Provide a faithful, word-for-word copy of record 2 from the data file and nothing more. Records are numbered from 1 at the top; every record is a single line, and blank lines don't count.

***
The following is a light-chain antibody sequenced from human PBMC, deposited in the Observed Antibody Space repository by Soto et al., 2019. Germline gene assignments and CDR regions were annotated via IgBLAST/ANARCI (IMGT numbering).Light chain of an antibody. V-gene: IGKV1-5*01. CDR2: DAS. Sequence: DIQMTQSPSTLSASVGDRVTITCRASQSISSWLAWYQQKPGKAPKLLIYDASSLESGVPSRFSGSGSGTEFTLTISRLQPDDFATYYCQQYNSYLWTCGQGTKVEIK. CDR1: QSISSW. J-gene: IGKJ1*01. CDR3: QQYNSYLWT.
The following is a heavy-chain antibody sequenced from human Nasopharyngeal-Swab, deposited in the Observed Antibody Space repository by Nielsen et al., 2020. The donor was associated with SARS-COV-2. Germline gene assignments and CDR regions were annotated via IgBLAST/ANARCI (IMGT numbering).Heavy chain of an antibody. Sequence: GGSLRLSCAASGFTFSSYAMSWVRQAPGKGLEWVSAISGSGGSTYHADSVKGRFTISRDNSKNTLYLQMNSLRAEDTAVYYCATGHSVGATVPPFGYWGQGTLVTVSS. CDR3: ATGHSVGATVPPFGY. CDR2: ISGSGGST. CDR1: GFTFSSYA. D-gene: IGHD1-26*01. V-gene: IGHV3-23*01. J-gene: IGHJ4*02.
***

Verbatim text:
The following is a heavy-chain antibody sequenced from human Nasopharyngeal-Swab, deposited in the Observed Antibody Space repository by Nielsen et al., 2020. The donor was associated with SARS-COV-2. Germline gene assignments and CDR regions were annotated via IgBLAST/ANARCI (IMGT numbering).Heavy chain of an antibody. Sequence: GGSLRLSCAASGFTFSSYAMSWVRQAPGKGLEWVSAISGSGGSTYHADSVKGRFTISRDNSKNTLYLQMNSLRAEDTAVYYCATGHSVGATVPPFGYWGQGTLVTVSS. CDR3: ATGHSVGATVPPFGY. CDR2: ISGSGGST. CDR1: GFTFSSYA. D-gene: IGHD1-26*01. V-gene: IGHV3-23*01. J-gene: IGHJ4*02.